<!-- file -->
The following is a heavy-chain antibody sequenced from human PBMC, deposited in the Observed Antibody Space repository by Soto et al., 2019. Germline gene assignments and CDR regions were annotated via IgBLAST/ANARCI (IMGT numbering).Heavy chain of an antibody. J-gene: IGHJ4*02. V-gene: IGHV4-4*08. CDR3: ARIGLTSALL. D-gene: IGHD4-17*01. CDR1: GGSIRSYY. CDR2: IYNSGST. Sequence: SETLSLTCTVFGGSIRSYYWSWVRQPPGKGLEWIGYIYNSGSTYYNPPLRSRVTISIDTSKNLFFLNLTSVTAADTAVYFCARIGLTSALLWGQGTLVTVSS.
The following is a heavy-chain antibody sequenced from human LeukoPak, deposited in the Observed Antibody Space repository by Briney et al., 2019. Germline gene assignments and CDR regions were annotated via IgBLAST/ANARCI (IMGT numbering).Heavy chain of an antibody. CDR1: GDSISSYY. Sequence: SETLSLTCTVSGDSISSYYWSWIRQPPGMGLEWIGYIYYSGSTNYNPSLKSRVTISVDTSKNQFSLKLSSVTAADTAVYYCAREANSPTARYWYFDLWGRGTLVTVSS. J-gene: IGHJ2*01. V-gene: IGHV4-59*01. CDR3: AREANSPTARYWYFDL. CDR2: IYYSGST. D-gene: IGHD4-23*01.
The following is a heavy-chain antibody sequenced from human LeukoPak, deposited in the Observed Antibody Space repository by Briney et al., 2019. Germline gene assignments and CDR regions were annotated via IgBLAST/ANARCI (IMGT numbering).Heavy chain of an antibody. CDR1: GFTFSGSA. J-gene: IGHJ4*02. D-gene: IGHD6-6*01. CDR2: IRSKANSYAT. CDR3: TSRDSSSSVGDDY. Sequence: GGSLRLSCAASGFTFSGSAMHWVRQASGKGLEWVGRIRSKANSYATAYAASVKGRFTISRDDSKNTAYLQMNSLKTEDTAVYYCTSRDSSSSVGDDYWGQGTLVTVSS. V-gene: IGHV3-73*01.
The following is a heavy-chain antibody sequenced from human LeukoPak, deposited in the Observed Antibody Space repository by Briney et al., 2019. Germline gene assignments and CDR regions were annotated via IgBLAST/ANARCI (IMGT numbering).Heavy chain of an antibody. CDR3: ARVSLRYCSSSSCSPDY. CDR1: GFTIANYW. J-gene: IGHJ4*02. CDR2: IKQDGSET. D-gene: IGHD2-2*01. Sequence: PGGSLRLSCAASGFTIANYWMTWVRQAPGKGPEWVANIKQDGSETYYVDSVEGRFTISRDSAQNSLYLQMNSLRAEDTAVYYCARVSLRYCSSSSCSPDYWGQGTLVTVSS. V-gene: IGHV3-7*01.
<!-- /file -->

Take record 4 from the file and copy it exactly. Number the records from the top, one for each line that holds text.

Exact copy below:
The following is a heavy-chain antibody sequenced from human LeukoPak, deposited in the Observed Antibody Space repository by Briney et al., 2019. Germline gene assignments and CDR regions were annotated via IgBLAST/ANARCI (IMGT numbering).Heavy chain of an antibody. CDR3: ARVSLRYCSSSSCSPDY. CDR1: GFTIANYW. J-gene: IGHJ4*02. CDR2: IKQDGSET. D-gene: IGHD2-2*01. Sequence: PGGSLRLSCAASGFTIANYWMTWVRQAPGKGPEWVANIKQDGSETYYVDSVEGRFTISRDSAQNSLYLQMNSLRAEDTAVYYCARVSLRYCSSSSCSPDYWGQGTLVTVSS. V-gene: IGHV3-7*01.